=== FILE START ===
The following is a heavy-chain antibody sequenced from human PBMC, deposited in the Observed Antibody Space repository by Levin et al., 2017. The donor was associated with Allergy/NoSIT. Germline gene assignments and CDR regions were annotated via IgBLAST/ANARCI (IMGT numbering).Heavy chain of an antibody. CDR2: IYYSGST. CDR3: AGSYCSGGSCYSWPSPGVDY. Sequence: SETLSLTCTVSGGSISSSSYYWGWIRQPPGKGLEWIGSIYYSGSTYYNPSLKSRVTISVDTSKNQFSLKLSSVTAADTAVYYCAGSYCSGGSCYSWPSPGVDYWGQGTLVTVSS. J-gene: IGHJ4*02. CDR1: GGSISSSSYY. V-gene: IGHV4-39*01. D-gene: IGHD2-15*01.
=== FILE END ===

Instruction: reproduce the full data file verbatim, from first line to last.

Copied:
The following is a heavy-chain antibody sequenced from human PBMC, deposited in the Observed Antibody Space repository by Levin et al., 2017. The donor was associated with Allergy/NoSIT. Germline gene assignments and CDR regions were annotated via IgBLAST/ANARCI (IMGT numbering).Heavy chain of an antibody. CDR2: IYYSGST. CDR3: AGSYCSGGSCYSWPSPGVDY. Sequence: SETLSLTCTVSGGSISSSSYYWGWIRQPPGKGLEWIGSIYYSGSTYYNPSLKSRVTISVDTSKNQFSLKLSSVTAADTAVYYCAGSYCSGGSCYSWPSPGVDYWGQGTLVTVSS. J-gene: IGHJ4*02. CDR1: GGSISSSSYY. V-gene: IGHV4-39*01. D-gene: IGHD2-15*01.